Sweet Little Lies – The Bitter Truth About Sugar

The world is hooked on sugar. Ray Kurzweil calls it the “White Satan.” And he might be onto something. The futurist guru has found overwhelming evidencethat consuming refined sugar is linked to cardiovascular disease, obesity, type-2 diabetes and even cancer. According to the American Heart Association (AHA), women should consume no more than 6 teaspoons of sugar per day and men no more than 9. At 22 teaspoons of sugar consumed by the average American each day, it’s no wonder that our excessive habit is so costly. Scientific innovation is pushing human longevity past the traditional limits. Yet despite this upward trend, we’re still not much smarter about what we put in our bodies. And, according to recent studies, food manufacturers and the U.S. government aren’t doing much to curb our voracious appetite for sugar. We found a video featuring a talk by University of California professor Robert Lustig that exposes the bitter truth about sugar. Make sure you check it out below.

Here at the Hub we think the world of technology. It’s thought that by the year 2030 there will be about one million people living in the triple digits. If we lose a tooth because we ate too much sugar, we will one day replace it with our stem cells, but one simple truth remains: state-of-the-art medicine and brand-name prescriptions can’t—at least not yet—compare to a good dose of common sense. As the singularity’s fiercest advocate, Kurzweil stands by the power of human reasoning, but he also might say that in the battle against sugar, willpower isn’t to blame. The fight can seem futile at best for the more than 17 million Americans currently diagnosed with diabetes. And it seems as though the U.S. government and product manufacturers aren’t doing their share to balance a system that caters hand and foot to sugar-holics.

For one, many foods that aren’t considered desserts actually contain more sugar than their seemingly sweeter counterparts. Some foods considered more natural, like salads, might be higher in sugar if served with a sweet dressing. There isn’t much to alert consumers to this misnomer. In fact, the FDA has yet to issue regulations to control claims of what is and isn’t “natural.” Sugar is everywhere. The Centers for Disease Control and Prevention (CDC) lists the common aliases of sugar found in most food products, and links to resources that explain how to navigate those misleading product labels we frequently forget to read. But what good is a nutritional label if it lists dubious information? The World Health Organization puts the safe amount of sugar in a healthy diet at no more than 10 percent, whereas the sugar industry in the United States has claimed that 25 percent of our diet can safely consist of sugar—a disagreement with an obvious agenda.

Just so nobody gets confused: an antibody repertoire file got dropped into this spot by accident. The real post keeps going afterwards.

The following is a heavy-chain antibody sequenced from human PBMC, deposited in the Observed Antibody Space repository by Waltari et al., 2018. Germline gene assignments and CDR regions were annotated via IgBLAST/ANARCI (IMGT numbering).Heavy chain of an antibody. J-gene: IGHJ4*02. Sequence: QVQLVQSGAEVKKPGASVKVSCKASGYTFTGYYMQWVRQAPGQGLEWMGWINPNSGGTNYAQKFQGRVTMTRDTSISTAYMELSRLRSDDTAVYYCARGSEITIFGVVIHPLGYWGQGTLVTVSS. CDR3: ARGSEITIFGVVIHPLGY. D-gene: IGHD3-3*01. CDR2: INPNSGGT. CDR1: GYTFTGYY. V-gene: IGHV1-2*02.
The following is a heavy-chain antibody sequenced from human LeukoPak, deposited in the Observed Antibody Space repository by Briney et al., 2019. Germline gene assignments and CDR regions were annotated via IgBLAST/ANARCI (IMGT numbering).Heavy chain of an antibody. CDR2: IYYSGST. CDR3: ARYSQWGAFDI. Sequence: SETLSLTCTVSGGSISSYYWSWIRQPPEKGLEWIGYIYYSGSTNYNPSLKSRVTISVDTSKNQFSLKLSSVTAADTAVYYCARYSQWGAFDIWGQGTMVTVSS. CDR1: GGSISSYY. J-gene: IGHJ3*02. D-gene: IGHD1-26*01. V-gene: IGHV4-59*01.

Sugar is subtle. Manufacturers bombard us with half-truths and misleading information on boxes and product labels are skewed to make ingredients seem more benign. It’s been suggested, for instance, that nutritional information be made less confusing by replacing “per serving” quantities with what’s present in the entire container for some products. This popular breakfast cereal is described as “lightly sweetened” on the box, yet sugar is the second ingredient listed (ingredients are generally listed in order of prominence). Websites are no different. Coca-Cola advocates for an “active, healthy lifestyle” on its nutritional information page. Here’s a novel idea: how about skipping soda altogether? Robert H. Lustig, MD, UCSF Professor of Pediatrics in the Division of Endocrinology would agree. In a recent video presented by the UCSF’s Osher Center for Integrative Medicine, Lustig exposes a few dietary myths, going so far as to call high-fructose corn syrup “poison.” It’s a long video, so if you don’t have time to watch it through (which you should), there are a few highlights not to miss: at 15:50 Lustig links Type II diabetes to sugar sweetened soft drinks; find out how juice can cause obesity at 27:21; and at 34:50 who would have thought that doughnuts could unite the world? Check out the video below.

Sugar is addictive. Sugar—along with chocolate, cheese and meat—releases an opiate-like substance that activates the brain’s reward system. So kicking the habit isn’t quite as easy as taking everything in moderation. But we as consumers have more power than we think when it comes to dictating food industry trends, which could advocate for a healthier population in the long run.

Health and longevity is on everyone’s mind. But what good is immortality if we’re riddled with disease and calamity—all because we can’t exercise a little discipline? What good is modern medicine when we demand no less than a miracle? Are we expecting technology to take the place of a healthy lifestyle? If we really want to live longer, we need to take responsibility for our bodies and stop expecting technology and medicine to clean up the mess when we can’t say ‘enough is enough.’

[image credit: Yes-Zim.com]

[source: FDACDCLife Extension MagazineCoca-ColaPurdue UniversityCSPI]

Christopher Delatorre
Christopher Delatorrehttps://urbanmolecule.com/
I'm a writer, editor, and strategist with 10+ years of experience creating conversations for socially conscious brands. With roots in science, my work draws on diversity, data, and co-design. I'm happiest when helping people collaborate better, or when translating complex ideas for diverse audiences. I've written for Singularity Hub and the U.S. State Department; my work has appeared in Digital Impact and Vogue; and I've worked with the United Nations, TechSoup and others to promote sustainable development and tech4good worldwide.
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